The Affordable Care Act and AAPI Minnesotans

As a Hmong American woman who is well versed on health issues of Hmong in the United States, I was stunned by the staggering statistics I recently learned about diseases that affect Southeast Asian American women.  For example,  a Minnesota Department of Health study found that between 1993 and 2003, disparities in gestational diabetes widened among Southeast Asian American women increasing by over 8 percent, the highest among all racial and ethnic groups in Minnesota (compared to 3.6 percent among non-Hispanic White women)!  After spending the past several days in the Twin Cities of Minnesota, attending the 15th Hmong National Conference and participating in round table discussions with community members, I am convinced that the work of the White House Initiative on Asian Americans and Pacific Islanders (WHIAPPI) is more important than ever.

On Monday, I participated in a WHIAAPI listening session on health issues organized by the Minnesota Asian/American Health Coalition and held at the Lao Assistance Center of Minnesota. I was struck by the realization that almost every recommendation put forth by community advocates and leaders on how to improve health care in their communities can beaddressed by the Affordable Care Act (ACA), which was passed and signed into law in March 2010. For example, community health advocates spoke about the shocking rates of diabetes and obesity among Southeast Asian Americans.  Prevention of diseases like these is an important component of the ACA. Under the ACA, elders enrolled in Medicare can now receive preventative services without any co-payment deductibles or “out-of-pocket” costs; and infants, young children, and adolescents can receive preventative care at no cost.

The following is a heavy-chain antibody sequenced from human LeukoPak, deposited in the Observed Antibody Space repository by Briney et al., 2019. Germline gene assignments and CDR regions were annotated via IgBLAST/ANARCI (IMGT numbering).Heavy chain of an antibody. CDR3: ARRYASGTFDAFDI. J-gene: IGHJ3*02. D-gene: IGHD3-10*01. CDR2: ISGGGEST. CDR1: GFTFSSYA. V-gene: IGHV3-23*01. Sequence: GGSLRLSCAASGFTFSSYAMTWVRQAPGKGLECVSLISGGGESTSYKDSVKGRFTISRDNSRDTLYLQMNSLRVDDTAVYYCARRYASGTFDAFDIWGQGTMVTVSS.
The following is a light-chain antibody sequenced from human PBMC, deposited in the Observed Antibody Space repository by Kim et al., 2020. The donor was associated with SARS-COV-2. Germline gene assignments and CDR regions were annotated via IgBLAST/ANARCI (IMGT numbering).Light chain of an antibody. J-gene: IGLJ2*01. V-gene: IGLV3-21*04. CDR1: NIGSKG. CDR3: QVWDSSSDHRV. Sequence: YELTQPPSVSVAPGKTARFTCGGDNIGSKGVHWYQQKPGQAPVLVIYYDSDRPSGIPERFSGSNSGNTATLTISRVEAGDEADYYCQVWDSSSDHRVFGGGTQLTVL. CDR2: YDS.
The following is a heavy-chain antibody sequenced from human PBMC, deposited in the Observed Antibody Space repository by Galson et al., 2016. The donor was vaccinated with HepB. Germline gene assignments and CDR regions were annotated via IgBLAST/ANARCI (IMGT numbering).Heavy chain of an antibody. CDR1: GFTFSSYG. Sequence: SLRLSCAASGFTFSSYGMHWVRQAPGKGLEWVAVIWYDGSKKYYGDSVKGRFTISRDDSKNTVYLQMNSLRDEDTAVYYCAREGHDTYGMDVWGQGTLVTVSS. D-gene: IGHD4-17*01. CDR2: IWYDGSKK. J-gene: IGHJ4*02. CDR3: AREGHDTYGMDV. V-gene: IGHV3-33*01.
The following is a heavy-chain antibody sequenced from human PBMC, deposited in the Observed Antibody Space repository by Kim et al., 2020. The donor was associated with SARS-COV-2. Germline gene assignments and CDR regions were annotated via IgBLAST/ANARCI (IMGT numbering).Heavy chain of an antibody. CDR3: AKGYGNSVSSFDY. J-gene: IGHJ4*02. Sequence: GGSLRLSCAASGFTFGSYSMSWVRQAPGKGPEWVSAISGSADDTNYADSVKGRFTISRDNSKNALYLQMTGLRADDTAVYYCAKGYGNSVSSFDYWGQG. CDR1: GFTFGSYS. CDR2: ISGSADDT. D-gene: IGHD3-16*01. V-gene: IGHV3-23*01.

Community advocates also discussed the tremendous need for community health centers to better serve the cultural and linguistic needs of the Asian American community.  The ACA provides an opportunity to address this issue by investing in community health centers and improving the services they can provide.  The ACA also requires collecting and reporting of data on race and ethnicity- another issue raised by community advocates.  Additional provisions in the ACA that help the Asian American and Pacific Islander community include the expansion of Medicaid to help more vulnerable families, and the closing of the Medicare donut hole so that seniors are able to afford their medication.

At the Southeast Asia Resource Action Center (SEARAC) where I serve as executive director, we recently launched a campaign to help Southeast Asian Americans better understand their rights and benefits under the new health care law and how to influence its implementation. We realize that due to language barriers and the complexity of the health care system, vital information about the ACA may not be reaching all community members. As a commissioner, I appreciated the chance to hear directly from community members about their challenges, and I was especially excited to respond that there is hope and that there are programs addressing these concerns.

My time in Minnesota this past week illustrates the incredible opportunity that WHIAPPI has to visit people on the ground, speak with communities, listen to their concerns, and share information with them. That is why we participated in the 15th Hmong National Conference this past weekend—which brought together over 800 multi-generational individuals from several states—to learn from participants and share information with them about the Affordable Care Act. It is only through listening and learning from individuals on the ground that we can better highlight the concerns and ideas of AAPI community members.

Medicare.gov provides consumer information in Chinese, Vietnamese, and Korean - “The New Health Care Law and You” is available at: http://www.medicare.gov/multilanguage.aspx. Additionally, in-language materials from our partners are available at: http://www.apiahf.org/policy-and-advocacy/health-care-reform-resource-center/education-outreach-and-action/frequently-aske, http://www.healthhelp.ca.gov/, and http://www.opa.ca.gov/about/consumer_information/index.aspx.

Doua Thor serves on the President’s Advisory Commission on Asian Americans and Pacific Islanders, and is the executive director of the Southeast Asia Resource Action Center (SEARAC), a national nonprofit organization advancing the interests of Cambodian, Laotian, and Vietnamese Americans through leadership development, capacity building, and community empowerment.

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